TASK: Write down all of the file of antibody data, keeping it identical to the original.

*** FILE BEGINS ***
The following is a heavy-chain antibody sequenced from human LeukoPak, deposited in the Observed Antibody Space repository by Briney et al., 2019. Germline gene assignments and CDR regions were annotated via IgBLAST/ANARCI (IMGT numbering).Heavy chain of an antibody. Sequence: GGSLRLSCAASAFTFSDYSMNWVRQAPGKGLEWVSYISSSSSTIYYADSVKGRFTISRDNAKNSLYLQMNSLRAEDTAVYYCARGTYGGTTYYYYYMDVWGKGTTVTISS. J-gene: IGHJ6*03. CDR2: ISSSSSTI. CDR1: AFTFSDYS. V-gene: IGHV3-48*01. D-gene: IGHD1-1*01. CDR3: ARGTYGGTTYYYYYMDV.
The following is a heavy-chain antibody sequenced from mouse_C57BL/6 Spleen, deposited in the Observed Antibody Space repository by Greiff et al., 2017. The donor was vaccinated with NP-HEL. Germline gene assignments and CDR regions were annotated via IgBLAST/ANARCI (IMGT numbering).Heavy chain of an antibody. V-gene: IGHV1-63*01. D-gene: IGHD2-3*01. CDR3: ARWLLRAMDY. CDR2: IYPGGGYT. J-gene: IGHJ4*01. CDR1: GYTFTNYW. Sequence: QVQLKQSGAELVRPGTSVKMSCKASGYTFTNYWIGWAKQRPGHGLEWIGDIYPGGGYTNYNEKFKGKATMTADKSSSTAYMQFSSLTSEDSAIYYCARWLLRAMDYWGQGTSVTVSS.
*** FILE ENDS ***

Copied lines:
The following is a heavy-chain antibody sequenced from human LeukoPak, deposited in the Observed Antibody Space repository by Briney et al., 2019. Germline gene assignments and CDR regions were annotated via IgBLAST/ANARCI (IMGT numbering).Heavy chain of an antibody. Sequence: GGSLRLSCAASAFTFSDYSMNWVRQAPGKGLEWVSYISSSSSTIYYADSVKGRFTISRDNAKNSLYLQMNSLRAEDTAVYYCARGTYGGTTYYYYYMDVWGKGTTVTISS. J-gene: IGHJ6*03. CDR2: ISSSSSTI. CDR1: AFTFSDYS. V-gene: IGHV3-48*01. D-gene: IGHD1-1*01. CDR3: ARGTYGGTTYYYYYMDV.
The following is a heavy-chain antibody sequenced from mouse_C57BL/6 Spleen, deposited in the Observed Antibody Space repository by Greiff et al., 2017. The donor was vaccinated with NP-HEL. Germline gene assignments and CDR regions were annotated via IgBLAST/ANARCI (IMGT numbering).Heavy chain of an antibody. V-gene: IGHV1-63*01. D-gene: IGHD2-3*01. CDR3: ARWLLRAMDY. CDR2: IYPGGGYT. J-gene: IGHJ4*01. CDR1: GYTFTNYW. Sequence: QVQLKQSGAELVRPGTSVKMSCKASGYTFTNYWIGWAKQRPGHGLEWIGDIYPGGGYTNYNEKFKGKATMTADKSSSTAYMQFSSLTSEDSAIYYCARWLLRAMDYWGQGTSVTVSS.